Post by Jonathan Post by Jonathan Post by Jonathan
A cloud stands poised at the transition point
between it's system-specific opposing states
of matter and vapor.
No. Not true in any sense. Even with the correction below.
Post by Jonathan
Water and vapor, for crying out loud proof read.
Do you actually think cloud particles are made of liquid
Water, vapour, ice, ions, aerosols.
Thanks for responding
Don't forget dust and the stray exhaust from a passing jet.
Post by Jonathan
Typical view from a reductionist where one begins with
the parts to understand the whole.
No, just pointing out that you don't even know the parts.
You're right, but the parts are not irrelevant to this so I don't
care much about them.
A cloud was used as an /abstract/ example of the concept of
complexity, as defined by complexity science.
I could have easily been using democracy, a solar system
or an idea as an example.
Here's the big discovery as concisely as I can.
You can't see the secret to nature by looking at parts.
Only the whole.
Here's why, the properties of an evolving system that
gives it the tendency to settle on the best solution and
hence to evolve, are...collective...properties, not part
Or emergent properties that result from HOW the parts interact.
Not what the parts are made of, but how they..behave.
This is an output based frame of reference, not input based.
As the output reflects the interactions of ALL the parts
even the chaotic or random. Nothing is simplified away
as is routinely done in objective reductionism.
The system becomes the starting point, not the parts
to understanding how nature, and in fact, the entire
universe really works.
It works because complexity science inverses the basic
frame of reference of classical objective science in
a rigorous way.
Complexity science inverts away from a frame of upward causation
to downward causation as the primary source of knowledge
But also inverting from a part properties frame to
a system /behavior/ frame.
From what the parts do, to how the parts behave.
Qualitative instead of qualitative all bound up in
the abstract concept of the complex adaptive system.
So when...you see a water molecule, a gene or the US Constitution
...I see a static attractor.
And when you see vapor, natural selection or the Bill of Rights
I see a chaotic attractor.
And when the two system-specific opposing states in possibility
are at the transition point between each other, you see a cloud
I see a complex system.
Don't you see, the defining collective properties CAN'T be seen
in the parts as the moment you 'freeze-frame' a system to detail
it's parts the collective or emergent properties instantly
VANISH - POOF they're gone.
The secret to nature is destroyed the minute
you attempt to detail it's parts.
This abstract version of Darwinian evolution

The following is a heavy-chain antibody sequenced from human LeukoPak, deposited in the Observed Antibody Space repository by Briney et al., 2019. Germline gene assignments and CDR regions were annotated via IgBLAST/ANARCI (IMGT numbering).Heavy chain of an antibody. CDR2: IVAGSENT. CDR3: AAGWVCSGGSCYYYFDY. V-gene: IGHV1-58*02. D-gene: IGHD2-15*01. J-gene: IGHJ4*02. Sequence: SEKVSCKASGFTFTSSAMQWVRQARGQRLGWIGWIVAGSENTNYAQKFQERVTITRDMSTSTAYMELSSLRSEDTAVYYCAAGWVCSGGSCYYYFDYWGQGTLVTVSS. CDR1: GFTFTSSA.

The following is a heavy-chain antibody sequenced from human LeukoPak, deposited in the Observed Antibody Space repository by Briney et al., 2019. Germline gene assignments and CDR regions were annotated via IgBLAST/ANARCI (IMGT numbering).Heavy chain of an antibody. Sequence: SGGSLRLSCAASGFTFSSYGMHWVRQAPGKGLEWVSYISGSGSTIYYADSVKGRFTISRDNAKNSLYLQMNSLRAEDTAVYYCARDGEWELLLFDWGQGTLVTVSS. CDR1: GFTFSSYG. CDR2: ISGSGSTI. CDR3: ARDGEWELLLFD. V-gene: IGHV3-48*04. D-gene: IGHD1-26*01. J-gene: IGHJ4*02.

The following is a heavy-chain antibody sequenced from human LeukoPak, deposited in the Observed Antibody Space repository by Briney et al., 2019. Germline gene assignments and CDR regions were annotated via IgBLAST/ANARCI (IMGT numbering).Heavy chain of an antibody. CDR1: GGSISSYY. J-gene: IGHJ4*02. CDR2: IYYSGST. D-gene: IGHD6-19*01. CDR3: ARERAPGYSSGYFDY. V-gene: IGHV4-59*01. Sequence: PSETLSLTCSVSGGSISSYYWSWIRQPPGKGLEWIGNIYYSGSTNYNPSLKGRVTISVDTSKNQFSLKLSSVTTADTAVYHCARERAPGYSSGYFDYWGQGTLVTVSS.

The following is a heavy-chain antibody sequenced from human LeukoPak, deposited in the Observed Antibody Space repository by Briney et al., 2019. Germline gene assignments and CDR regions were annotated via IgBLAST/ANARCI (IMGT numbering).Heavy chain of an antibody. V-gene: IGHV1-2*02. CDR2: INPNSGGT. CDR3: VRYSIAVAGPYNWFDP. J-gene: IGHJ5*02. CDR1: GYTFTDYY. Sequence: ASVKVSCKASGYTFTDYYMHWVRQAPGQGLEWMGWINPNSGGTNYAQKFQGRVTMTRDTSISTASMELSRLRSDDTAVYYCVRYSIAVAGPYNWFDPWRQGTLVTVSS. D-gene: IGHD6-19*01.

shows us, for the first time, what all evolving
or natural systems HAVE IN COMMON wrt to their
creation and evolution.
The commonality is that their parts are ...behaving
critically, as in a cloud. As in a rumor etc.
The defining emergent properties are collective properties
and only exist while the system is intact, operating
and more importantly...far from equilibrium.
Objective reductionism looks for near equilibrium
to make the detailed part properties definable.
It really does
not matter how good complexity theory is, if you don't know just what
is being complex. Would a cloud of ball bearings behave like a cloud
of water droplets?
They could both behave like a complex system.
But you miss the basic structure of a complex system.
It requires the interaction between at least two
One static the other chaotic.
One representing internal order and the other disorder.
The static is behavior that tends to maintain or create...order
over time such as gravity, particles or the rule of law.
The chaotic is behavior that tends to create...disorder over time
such as cosmic expansion, gasses or freedom.
Complexity is when the two opposing forces for order and disorder
are at the transition point between each other. As in a cloud
or democracy, and can generate...defining...emergent properties
such as vortexes and market forces.
Or in the origanal jargon of perhaps the founder of
complexity science Stuart Kauffman...
At the transition point between steady and trembling hands emerges
Adam Smith-like invisible hands.
I didn't say a word against complexity theory, only pointed out that
your example is a bad one. And that you know too little of clouds
to understand that.
It's not necessary to understand clouds. You fail to see
the difference between a reductionist and emergent frame.
If I look at any system and observe collective or emergent
behavior I immediately know that the parts are critically
interacting with each other.
I know the system-specific static and chaotic attractors are present
and at the threshold between each other.
I know the parts can't be detailed without destroying
the system's defining emergent properties.
And I don't need to know a single thing about the parts
of that system to come to that conclusion or to
diagnose any naturally evolving system.
Don't you see why? When parts are critically interacting
they are behaving...chaotically and changing chaotically